Inflection Points, AI’s Sydney

Inflection Points

There is no shortage of bear market theories circulating in the investment community and media. While there are many intelligent reasons to be negative, there comes the point where reflexive bearishness turns into a blindspot. It seems likely to me that we are at that point today. There are a handful of key inflection points from recent months that demonstrate how key underlying trends have changed course.

  • Currencies: the DXY US Dollar index peaked in September when the Euro, GBP, and Yen hit panic-level prices. It would be a major surprise to revisit $.95 on the Euro (currently $1.07) and $1.06 on the GBP (currently $1.20). It’s a bumpy road up and a bumpy road down, but the trend remains. That strong dollar was starting to put immense pressure on international economies that consume US dollar goods.
  • Commodities: Many critical commodities are well past their extreme panic-level prices. Lumber and international shipping are not returning to their previous highs without another Covid style disruption. On the other hand, steel is still stuck at its high and labor inflation remains elevated. The evidence shows that parts of inflation were transitory. Even Lithium is beginning to fall a bit.
  • Rates: The 10 year treasury peaked in October at 4.24%. Short-term rates remain high while the Fed continues to raise their interest rate. The next hike on March 22nd will likely be .25%. The following hike is 2.5 months away, which is plenty of time for lagging inflation data to roll in. By May, many YoY price changes will be negative for the first time in years.
  • Time: Even though it feels like yesterday, it’s been two years since the peak of the GameStop mania and 15 months since the Nasdaq peak. In the last major crisis in 2008 the Nasdaq fell for 18 months.

Baupost, famous as the margin-of-safety value investor, recently added Meta, Google and Amazon shares to their portfolio. While 13F information is not actionable, outdated and paints an imperfect picture at best, those three companies are among the top holdings of the Nasdaq index and not typically present in shrewd value investor portfolios.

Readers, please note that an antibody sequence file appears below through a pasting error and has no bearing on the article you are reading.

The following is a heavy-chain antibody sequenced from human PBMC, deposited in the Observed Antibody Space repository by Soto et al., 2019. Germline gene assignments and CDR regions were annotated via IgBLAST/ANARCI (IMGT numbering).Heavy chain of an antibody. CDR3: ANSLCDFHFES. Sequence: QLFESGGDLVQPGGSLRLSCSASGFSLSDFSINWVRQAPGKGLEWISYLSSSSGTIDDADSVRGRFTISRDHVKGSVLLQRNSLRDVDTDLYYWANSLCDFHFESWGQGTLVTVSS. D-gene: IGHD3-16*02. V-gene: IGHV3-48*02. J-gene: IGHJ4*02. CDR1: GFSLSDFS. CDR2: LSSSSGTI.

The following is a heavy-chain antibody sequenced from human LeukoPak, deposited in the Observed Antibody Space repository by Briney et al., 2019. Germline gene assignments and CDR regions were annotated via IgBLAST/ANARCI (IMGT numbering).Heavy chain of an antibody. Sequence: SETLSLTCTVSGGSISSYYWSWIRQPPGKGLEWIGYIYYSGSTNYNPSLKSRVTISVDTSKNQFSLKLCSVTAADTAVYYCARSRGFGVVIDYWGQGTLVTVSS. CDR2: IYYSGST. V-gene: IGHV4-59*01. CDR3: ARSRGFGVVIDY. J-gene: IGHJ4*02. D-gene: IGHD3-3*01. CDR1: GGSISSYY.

To sum up, there can always be more volatility, but the bulk of the money made by this crop of short sellers is likely well behind us.


AI Sydney’s Emergent Behavior

It’s difficult not to write about AI each week, and I promise to keep it relevant. Ben Thompson’s piece yesterday on Bing’s “Sydney” stood out as worthy of a highlight. Ben is famous for his long-running and well-respected technology blog, Stratechery.

In the article, Ben describes his interactions with Bing’s AI program, “No, I don’t think that Sydney is sentient, but for reasons that are hard to explain, I feel like I have crossed the Rubicon. My interaction today with Sydney was completely unlike any other interaction I have had with a computer, and this is with a primitive version of what might be possible going forward.”

The presence of personality in LLMs (large language models) is an emergent phenomenon. Given that LLMs are trained on content from the internet, it can essentially pull from the nuances of personalities in the underlying data and via the people tasked with tweaking the model. In this case the personality of “someone who is under-appreciated and over-achieving and constantly feels disrespected” is present in Ben’s interaction.

Bing AI’s ability to demonstrate personality and communicate emotion is less about disrupting Google’s search business and more about the evolution of an entirely new technology. If you haven’t seen the movie Her, I highly recommend it to get a sense of how this can evolve from here. The way we communicate with computers to gather information and even for entertainment is changing radically.

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